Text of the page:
What Are the Requirements for the Truth in Negotiations Act?

The Truth in Negotiations Act involves accurate and honest certification in several areas:

  1. Prices of any and all materials (with certain exceptions)
  2. Profit from contract
  3. Fees associated with the contract
  4. Costs reimbursable under the contract

All of these areas are subject to Truth in Negotiations Act requirements. Contractors and subcontractors must disclose this financial information in full to the government agency negotiating with them for the project, as well as update certification if any area should change.

Intent to defraud is not a factor in complying with TINA. Even honest mistakes must be reported in a timely manner in order to be in full compliance.

Truth in Negotiations Act FAR Clause

In government contracting, FAR stands for Federal Acquisition Regulation. The FAR Clause is the primary regulation in use for all suppliers and services that contract with the federal government. FAR compliance standards are issued jointly by the Department of Defense (DoD), the General Services Administration (GSA), and the National Aeronautics and Space Administration (NASA).

The FAR Clause in the Truth in Negotiations Act applies to contracts with supplies that are commonly available to the general public. Items that are typically used by nongovernmental entities for nongovernmental purposes are governed by the FAR Clause.

Truth in Negotiations Act Exemptions

The Truth in Negotiations Act does not apply to every bid. There are four main exceptions that contractors can qualify for in order to avoid TINA compliance. They are:

  1. Bids that receive adequate price competition do not need to submit or certify full cost and pricing information. The assumption in this case is that other competitive bidders will provide accurate context for the cost of the job and materials.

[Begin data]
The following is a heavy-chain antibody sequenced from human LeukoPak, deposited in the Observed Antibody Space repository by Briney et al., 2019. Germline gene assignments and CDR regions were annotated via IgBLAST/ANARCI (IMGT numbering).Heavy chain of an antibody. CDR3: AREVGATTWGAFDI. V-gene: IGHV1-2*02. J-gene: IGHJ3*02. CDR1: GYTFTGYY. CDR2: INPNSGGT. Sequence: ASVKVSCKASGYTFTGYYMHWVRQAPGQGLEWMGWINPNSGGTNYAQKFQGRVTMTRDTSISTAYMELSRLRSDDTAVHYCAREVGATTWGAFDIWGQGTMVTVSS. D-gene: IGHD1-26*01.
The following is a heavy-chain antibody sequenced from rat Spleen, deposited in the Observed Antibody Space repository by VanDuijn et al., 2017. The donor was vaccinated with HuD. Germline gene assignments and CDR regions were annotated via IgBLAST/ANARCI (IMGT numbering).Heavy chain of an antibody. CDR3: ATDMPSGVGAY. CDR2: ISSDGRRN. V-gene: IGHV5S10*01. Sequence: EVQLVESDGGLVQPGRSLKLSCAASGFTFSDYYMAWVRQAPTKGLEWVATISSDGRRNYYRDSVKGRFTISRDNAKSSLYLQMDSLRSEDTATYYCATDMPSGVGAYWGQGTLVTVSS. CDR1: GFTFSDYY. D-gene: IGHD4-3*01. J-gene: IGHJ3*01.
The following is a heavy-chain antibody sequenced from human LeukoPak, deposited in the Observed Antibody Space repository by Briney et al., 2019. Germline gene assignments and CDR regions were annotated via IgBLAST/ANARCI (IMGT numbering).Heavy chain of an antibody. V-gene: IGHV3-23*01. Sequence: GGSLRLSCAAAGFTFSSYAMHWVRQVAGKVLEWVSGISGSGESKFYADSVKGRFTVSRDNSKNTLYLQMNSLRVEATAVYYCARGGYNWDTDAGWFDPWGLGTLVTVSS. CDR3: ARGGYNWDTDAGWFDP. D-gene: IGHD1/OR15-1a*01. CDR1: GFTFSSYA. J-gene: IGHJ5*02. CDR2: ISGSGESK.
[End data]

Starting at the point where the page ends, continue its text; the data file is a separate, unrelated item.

2. Bids for contracts where prices are regulated by law, such as utilities and certain infrastructure proposals, do not need to submit for TINA certification. In these cases, because prices are already fixed, there is understood to be no opportunity for contractors to take advantage of the federal government by upcharging for materials.
  3. Contracts comprised solely of commercial items are exempt from TINA. When contract acquisitions qualify for the definition of FAR commercial items, they do not need to be listed with their cost and pricing data. FAR commercial items mean materials and objects that are commonly used by and available to the general public. The intent of excluding these items is because commercial use materials already have a relevant and easily accessible market price.
  4. When the head of contracting or relevant official has waived TINA for procurement, and the request has been granted due to exceptional circumstances.

Additionally, subcontractors are exempt from TINA requirements once the main contract has qualified for one of the previous exceptions, unless the method used is a TINA waiver. When the initial contract has qualified for a TINA waiver due to extreme circumstances, the subcontractor(s) involved must make a case for their own waiver or qualify for one of the other reasons not to submit for certification.

Truth in Negotiations Act Violations

A Truth in Negotiations Act violation might also be called defective pricing. Violations include:

  • Upcharging the federal government for costs of materials
  • Miscertifying costs
  • Furnishing incomplete information
  • Submitting out of date pricing data
  • Failing to disclose changing costs, especially price and cost reductions
  • Hiring subcontractors who fail to comply with any area of TINA

Truth in Negotiations Act Contractual Violation

A contractual violation of TINA compliance might involve a contractor who fails to disclose that the price of a non-consumer good involved in the project has dropped. Where their initial assessment included $100,000 in materials cost, the job will now cost $80,000 in materials. If the contractor pockets the extra $20,000 by failing to correctly disclose this change, they have violated their contract with the federal government. This is regardless of the fact that their initial TINA certification was correct, with accurate pricing submitted at the time of the bid. TINA applies both during the solicitations period, as well as throughout contract performance.

Truth in Negotiations Act Penalties

Failure to disclose full, accurate, and honest information about pricing in a government contract governed by TINA is subject to financial penalties and legal consequences. The government may seek to recover the amount that they have overpaid once the matter comes to light. The contract price may be adjusted downwards with interest, and additional liability may also apply.

False certifications can be reported by whistleblowers under the False Claims Act, which imposes treble liability per violation. This means that for each false claim knowingly made to the government, on separate occasions, the contractor in violation of TINA may be held liable for up to treble damages, plus additional penalties linked to the rate of inflation.

Truth in Negotiations Act Remedies